|Marina Bay on the
Wrong Side of the Tracks?
February 26, 2005
Marina Bay is a neighborhood held hostage by the train.
The Richmond subdivision is a thriving, growing collection of homes, businesses and shops overlooking San Francisco Bay. What was once the sprawling Kaiser Shipyard is now a tidy, trendy, upscale development -- a perfect model for urban renewal.
Except for that damn train.
The facts are pretty simple. Bounded by the bay at the far end and dead ends at the edges, there are only three streets that will get you into or out of Marina Bay. Each is crossed by the railroad tracks. Each is blocked by a train at some point during the day. Complications ensue.
It's a similar story in nearby Parchester Village.
There is no model railroad club in America that has such an interest in trains as the 5,000 residents of Marina Bay. They know all the subtleties. Forget red states and blue states, in Marina Bay they want to talk about orange locomotives and blue locomotives.
As Contra Costa County Supervisor John Gioia, himself a Marina Bay resident, says, if you see a blue locomotive pulling a train, things aren't so bad. That means an engine from the switching yard (conveniently located smack in the middle of condos, shops and businesses) is moving some cars around. You probably won't have to wait more than 10 or 15 minutes for the intersection to clear.
But if a Marina Bay resident is coming down Marina Bay Parkway and spots an orange engine, it sets off a take on that opening scene from the "Fantasy Island'' TV show.
"Da train! Da train!'' they shout, hanging U-turns and frantically rushing down side streets in an attempt to get ahead of the chugging roadblock.
"It's a game,'' says Sandi Genser-Maack, director of communications and events for the Richmond Chamber of Commerce, "but not a fun one.''
Gioia knows this issue forward and backward. The deal is that the Burlington Northern Sante Fe trains travel back and forth between the Port of Richmond and the Port of Oakland. The bad news is that the trains can be very, very long -- often a mile in length. And the worst news is, because of twists and turns in the track, the trains must travel very, very slowly.
"They made some improvement in the track,'' Gioia says. "The trains used to go 5 mph. Now they are up to 10 mph.''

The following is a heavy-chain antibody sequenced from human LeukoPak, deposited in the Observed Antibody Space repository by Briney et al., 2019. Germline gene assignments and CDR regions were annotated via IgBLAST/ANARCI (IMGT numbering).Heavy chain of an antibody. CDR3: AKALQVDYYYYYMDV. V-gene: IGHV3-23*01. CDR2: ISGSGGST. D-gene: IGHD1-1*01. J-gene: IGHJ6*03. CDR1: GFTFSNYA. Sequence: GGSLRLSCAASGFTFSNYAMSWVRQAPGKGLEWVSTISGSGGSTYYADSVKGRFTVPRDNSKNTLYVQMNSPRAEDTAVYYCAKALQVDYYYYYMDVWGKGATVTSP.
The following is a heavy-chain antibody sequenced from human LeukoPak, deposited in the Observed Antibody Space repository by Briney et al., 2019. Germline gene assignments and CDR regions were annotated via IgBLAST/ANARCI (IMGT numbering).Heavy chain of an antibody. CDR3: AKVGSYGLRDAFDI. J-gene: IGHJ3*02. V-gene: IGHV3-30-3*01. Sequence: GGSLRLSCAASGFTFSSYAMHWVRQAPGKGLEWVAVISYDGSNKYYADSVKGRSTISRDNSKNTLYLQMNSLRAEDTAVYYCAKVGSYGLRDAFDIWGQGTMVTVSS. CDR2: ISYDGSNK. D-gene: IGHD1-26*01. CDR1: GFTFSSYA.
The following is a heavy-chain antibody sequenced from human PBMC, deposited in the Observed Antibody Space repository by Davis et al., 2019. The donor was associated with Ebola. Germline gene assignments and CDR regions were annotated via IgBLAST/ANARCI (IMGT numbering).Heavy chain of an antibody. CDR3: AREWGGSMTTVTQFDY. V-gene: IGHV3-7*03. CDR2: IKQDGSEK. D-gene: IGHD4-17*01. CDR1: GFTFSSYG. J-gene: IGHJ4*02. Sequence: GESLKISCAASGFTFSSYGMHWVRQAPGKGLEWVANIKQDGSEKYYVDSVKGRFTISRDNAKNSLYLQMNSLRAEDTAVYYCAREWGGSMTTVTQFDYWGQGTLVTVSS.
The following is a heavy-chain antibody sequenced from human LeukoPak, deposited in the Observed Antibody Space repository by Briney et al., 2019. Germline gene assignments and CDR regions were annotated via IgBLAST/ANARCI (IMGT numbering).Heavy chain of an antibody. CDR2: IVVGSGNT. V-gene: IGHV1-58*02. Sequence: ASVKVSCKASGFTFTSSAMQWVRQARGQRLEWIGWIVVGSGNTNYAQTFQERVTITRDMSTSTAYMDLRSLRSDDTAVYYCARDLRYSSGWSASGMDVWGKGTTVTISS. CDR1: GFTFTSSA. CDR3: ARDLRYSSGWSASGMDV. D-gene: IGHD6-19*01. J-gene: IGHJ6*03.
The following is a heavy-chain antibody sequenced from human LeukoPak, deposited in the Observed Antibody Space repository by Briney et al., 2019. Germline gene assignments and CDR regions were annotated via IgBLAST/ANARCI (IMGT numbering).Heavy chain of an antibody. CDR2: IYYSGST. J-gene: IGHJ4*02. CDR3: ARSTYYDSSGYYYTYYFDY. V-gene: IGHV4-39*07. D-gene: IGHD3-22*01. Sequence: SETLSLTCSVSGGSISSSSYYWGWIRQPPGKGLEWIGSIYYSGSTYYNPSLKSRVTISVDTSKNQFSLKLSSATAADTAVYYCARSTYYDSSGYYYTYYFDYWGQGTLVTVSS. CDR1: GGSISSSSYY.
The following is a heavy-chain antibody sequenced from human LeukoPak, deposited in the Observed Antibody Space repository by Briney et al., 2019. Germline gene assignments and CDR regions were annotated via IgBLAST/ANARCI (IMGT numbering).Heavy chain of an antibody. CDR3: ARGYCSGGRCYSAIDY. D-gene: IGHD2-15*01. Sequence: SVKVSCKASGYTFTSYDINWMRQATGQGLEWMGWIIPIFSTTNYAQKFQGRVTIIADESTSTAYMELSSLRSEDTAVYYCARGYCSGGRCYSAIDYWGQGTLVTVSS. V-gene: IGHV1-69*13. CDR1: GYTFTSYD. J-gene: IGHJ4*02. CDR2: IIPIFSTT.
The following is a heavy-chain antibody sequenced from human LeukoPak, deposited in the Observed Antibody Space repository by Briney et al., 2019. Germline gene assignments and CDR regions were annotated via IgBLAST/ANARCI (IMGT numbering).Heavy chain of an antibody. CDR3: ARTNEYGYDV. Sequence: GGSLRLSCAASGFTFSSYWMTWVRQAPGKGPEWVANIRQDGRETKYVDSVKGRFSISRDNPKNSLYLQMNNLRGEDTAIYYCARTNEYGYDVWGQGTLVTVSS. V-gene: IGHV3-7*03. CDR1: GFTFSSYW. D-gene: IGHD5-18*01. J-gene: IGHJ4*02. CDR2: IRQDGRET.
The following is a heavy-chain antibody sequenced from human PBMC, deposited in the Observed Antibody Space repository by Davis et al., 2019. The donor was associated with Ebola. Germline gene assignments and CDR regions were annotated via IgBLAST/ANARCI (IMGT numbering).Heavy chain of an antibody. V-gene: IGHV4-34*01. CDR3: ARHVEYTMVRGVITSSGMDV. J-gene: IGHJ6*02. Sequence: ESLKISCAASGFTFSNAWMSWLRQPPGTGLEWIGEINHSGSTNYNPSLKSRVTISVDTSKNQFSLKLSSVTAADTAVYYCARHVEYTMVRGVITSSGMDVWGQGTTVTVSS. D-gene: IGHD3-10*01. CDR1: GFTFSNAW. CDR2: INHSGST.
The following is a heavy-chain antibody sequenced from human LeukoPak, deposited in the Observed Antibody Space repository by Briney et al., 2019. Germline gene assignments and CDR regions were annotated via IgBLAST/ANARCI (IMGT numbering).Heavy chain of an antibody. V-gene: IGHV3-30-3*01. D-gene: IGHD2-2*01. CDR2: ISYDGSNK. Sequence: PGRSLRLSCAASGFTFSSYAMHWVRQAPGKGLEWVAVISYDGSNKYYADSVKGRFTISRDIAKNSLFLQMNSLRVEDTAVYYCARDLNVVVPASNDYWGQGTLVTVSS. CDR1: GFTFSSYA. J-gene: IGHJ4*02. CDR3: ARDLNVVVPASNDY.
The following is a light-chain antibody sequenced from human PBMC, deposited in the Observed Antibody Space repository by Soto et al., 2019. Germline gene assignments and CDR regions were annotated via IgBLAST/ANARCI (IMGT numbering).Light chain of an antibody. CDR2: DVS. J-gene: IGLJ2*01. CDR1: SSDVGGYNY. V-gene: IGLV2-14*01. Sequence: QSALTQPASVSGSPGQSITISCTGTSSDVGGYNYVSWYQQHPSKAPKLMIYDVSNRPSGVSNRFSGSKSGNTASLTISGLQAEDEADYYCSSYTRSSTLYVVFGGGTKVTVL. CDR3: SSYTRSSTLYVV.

Whoa! Ten mph? Casey Jones, slow that train.
The point is that the train chugs lethargically through the crossing while traffic backs up for blocks and blocks. Sherry Salour, the owner of Café Teatro next to the tracks, says a wait of "10 minutes is for a small train. For longer trains, it takes forever.''
The trains, by the way, do not follow a set schedule. It is just as likely that you might be stopped at 11 p.m. as 10 in the morning. Oh, and when the locomotive rolls by the new condos, they are required by federal law to blow the whistle at every intersection, even at 2 a.m. So sleep tight.
It isn't just annoying; it could be dangerous. When his wife was pregnant with his daughter, Gioia says, he had a recurring nightmare that she'd go into labor and they'd end up stuck at the crossing. There are no emergency facilities on the bay side of the tracks, so if someone had a heart attack, for example, or if fire trucks were racing to a disaster, they'd just have to wait and hope for the best.
It is not as if nothing has been done. In May of 2003, Gioia introduced a resolution that was passed unanimously by his fellow supervisors. It was terrific, full of such bureaucratic words as "whereas'' and "therefore'' and calling on the railroad companies to reduce the length of their trains and increase the speed.
"Let's just say,'' Gioia observes, "if they made an effort, it doesn't show.''
There are other proposals: building an expensive overpass for cars at Marina Bay Parkway, finding a way to end-run the tracks at the end of town, and getting Union Pacific to let BNSF trains use UP tracks. That would keep the long trains out of Marina Bay. Gioia approached UP about the idea; the railroad gave it some thought, then declined politely.
UP spokesman John Bromley says with their trains and Amtrak too, the stretch is "one of the busiest of our California tracks,'' with as many as 50 trains running through the area daily. Adding the BNSF trains would affect "our own capacity'' to handle the traffic, he added.
The sad fact is, as Genser-Maack says, it was the trains that built Richmond in the first place.
"It is like when there is an airport out in the middle of nowhere and then they build houses around it,'' Genser-Maack says. "People rant and rave, but the trains were here first.''
"What this is,'' says Gioia, "is the classic case of a growing residential neighborhood in what was once an industrial area.''
And it is the sort of conflict we may see more of as developments fill in the available land. Industrial plants, rusting factories and toxic waste may all be problems.
But don't ask them in Marina Bay what to do about it. They only know one thing: Their favorite train car is the caboose. Because that means the end of the train has passed.
C.W. Nevius' column appears Tuesday and Saturday in the Bay Area section and Friday's in East Bay Life. E-mail C.W. Nevius at email@example.com.